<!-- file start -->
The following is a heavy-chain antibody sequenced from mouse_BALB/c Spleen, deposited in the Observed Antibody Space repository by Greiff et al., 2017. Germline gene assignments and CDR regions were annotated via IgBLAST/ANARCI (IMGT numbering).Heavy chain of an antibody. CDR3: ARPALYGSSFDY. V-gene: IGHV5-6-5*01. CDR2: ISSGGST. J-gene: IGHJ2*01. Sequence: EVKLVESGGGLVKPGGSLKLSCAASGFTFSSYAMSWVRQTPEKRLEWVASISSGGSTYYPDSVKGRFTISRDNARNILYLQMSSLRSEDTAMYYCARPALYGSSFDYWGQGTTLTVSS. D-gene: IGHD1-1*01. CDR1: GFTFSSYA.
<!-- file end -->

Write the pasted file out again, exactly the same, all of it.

The following is a heavy-chain antibody sequenced from mouse_BALB/c Spleen, deposited in the Observed Antibody Space repository by Greiff et al., 2017. Germline gene assignments and CDR regions were annotated via IgBLAST/ANARCI (IMGT numbering).Heavy chain of an antibody. CDR3: ARPALYGSSFDY. V-gene: IGHV5-6-5*01. CDR2: ISSGGST. J-gene: IGHJ2*01. Sequence: EVKLVESGGGLVKPGGSLKLSCAASGFTFSSYAMSWVRQTPEKRLEWVASISSGGSTYYPDSVKGRFTISRDNARNILYLQMSSLRSEDTAMYYCARPALYGSSFDYWGQGTTLTVSS. D-gene: IGHD1-1*01. CDR1: GFTFSSYA.